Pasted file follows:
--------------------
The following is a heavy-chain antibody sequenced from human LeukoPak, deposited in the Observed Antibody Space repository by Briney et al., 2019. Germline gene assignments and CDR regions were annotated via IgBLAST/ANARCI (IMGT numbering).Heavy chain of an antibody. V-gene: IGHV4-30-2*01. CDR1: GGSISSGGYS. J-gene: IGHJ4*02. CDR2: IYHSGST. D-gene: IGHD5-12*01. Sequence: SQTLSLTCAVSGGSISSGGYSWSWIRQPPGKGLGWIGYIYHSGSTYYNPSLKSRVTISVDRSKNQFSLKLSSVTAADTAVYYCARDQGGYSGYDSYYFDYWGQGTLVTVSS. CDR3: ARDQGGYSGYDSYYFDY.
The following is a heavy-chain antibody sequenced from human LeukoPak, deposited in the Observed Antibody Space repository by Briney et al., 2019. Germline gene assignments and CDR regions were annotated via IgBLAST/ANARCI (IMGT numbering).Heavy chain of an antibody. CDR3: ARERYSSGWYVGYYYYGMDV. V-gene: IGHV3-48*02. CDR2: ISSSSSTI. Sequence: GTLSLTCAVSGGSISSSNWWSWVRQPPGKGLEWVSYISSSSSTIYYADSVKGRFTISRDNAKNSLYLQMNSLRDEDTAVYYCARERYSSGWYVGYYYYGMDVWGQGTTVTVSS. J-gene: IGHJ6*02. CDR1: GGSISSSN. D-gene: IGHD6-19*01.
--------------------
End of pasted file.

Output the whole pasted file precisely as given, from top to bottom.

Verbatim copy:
The following is a heavy-chain antibody sequenced from human LeukoPak, deposited in the Observed Antibody Space repository by Briney et al., 2019. Germline gene assignments and CDR regions were annotated via IgBLAST/ANARCI (IMGT numbering).Heavy chain of an antibody. V-gene: IGHV4-30-2*01. CDR1: GGSISSGGYS. J-gene: IGHJ4*02. CDR2: IYHSGST. D-gene: IGHD5-12*01. Sequence: SQTLSLTCAVSGGSISSGGYSWSWIRQPPGKGLGWIGYIYHSGSTYYNPSLKSRVTISVDRSKNQFSLKLSSVTAADTAVYYCARDQGGYSGYDSYYFDYWGQGTLVTVSS. CDR3: ARDQGGYSGYDSYYFDY.
The following is a heavy-chain antibody sequenced from human LeukoPak, deposited in the Observed Antibody Space repository by Briney et al., 2019. Germline gene assignments and CDR regions were annotated via IgBLAST/ANARCI (IMGT numbering).Heavy chain of an antibody. CDR3: ARERYSSGWYVGYYYYGMDV. V-gene: IGHV3-48*02. CDR2: ISSSSSTI. Sequence: GTLSLTCAVSGGSISSSNWWSWVRQPPGKGLEWVSYISSSSSTIYYADSVKGRFTISRDNAKNSLYLQMNSLRDEDTAVYYCARERYSSGWYVGYYYYGMDVWGQGTTVTVSS. J-gene: IGHJ6*02. CDR1: GGSISSSN. D-gene: IGHD6-19*01.